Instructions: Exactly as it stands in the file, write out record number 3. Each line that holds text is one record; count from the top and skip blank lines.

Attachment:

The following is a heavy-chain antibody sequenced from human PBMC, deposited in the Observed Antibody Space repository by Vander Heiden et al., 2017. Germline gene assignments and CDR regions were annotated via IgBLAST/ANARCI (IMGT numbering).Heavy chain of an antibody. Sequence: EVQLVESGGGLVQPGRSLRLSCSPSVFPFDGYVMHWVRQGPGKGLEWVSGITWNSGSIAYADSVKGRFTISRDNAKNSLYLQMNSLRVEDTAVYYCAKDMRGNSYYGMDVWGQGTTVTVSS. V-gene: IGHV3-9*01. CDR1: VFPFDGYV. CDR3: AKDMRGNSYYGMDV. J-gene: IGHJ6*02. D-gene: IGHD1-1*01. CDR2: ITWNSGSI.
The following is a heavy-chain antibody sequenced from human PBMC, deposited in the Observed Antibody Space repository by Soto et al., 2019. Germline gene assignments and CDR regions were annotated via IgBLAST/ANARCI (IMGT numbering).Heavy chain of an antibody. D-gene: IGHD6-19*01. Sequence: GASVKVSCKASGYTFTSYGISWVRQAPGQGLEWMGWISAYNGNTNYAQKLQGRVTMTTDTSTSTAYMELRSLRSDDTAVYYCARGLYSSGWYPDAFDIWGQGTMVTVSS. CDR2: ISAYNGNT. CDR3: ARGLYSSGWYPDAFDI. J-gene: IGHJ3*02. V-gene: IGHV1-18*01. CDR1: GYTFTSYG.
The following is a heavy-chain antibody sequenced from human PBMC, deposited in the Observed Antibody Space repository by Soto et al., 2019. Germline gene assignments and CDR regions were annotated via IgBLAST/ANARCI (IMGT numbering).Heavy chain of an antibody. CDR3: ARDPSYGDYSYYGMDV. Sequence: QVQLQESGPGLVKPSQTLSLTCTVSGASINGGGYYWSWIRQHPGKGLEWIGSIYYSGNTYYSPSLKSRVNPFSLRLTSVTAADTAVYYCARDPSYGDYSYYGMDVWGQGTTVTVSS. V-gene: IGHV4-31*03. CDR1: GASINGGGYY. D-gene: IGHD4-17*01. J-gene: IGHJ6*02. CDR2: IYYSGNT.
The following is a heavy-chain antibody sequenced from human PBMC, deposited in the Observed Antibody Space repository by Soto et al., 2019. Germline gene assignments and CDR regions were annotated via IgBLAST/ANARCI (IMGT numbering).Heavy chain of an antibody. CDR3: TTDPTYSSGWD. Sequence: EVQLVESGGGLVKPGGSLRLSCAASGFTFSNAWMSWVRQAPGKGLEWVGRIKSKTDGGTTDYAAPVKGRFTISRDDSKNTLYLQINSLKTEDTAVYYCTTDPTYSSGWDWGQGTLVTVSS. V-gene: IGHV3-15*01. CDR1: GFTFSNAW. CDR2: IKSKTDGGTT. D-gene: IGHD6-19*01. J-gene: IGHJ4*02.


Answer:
The following is a heavy-chain antibody sequenced from human PBMC, deposited in the Observed Antibody Space repository by Soto et al., 2019. Germline gene assignments and CDR regions were annotated via IgBLAST/ANARCI (IMGT numbering).Heavy chain of an antibody. CDR3: ARDPSYGDYSYYGMDV. Sequence: QVQLQESGPGLVKPSQTLSLTCTVSGASINGGGYYWSWIRQHPGKGLEWIGSIYYSGNTYYSPSLKSRVNPFSLRLTSVTAADTAVYYCARDPSYGDYSYYGMDVWGQGTTVTVSS. V-gene: IGHV4-31*03. CDR1: GASINGGGYY. D-gene: IGHD4-17*01. J-gene: IGHJ6*02. CDR2: IYYSGNT.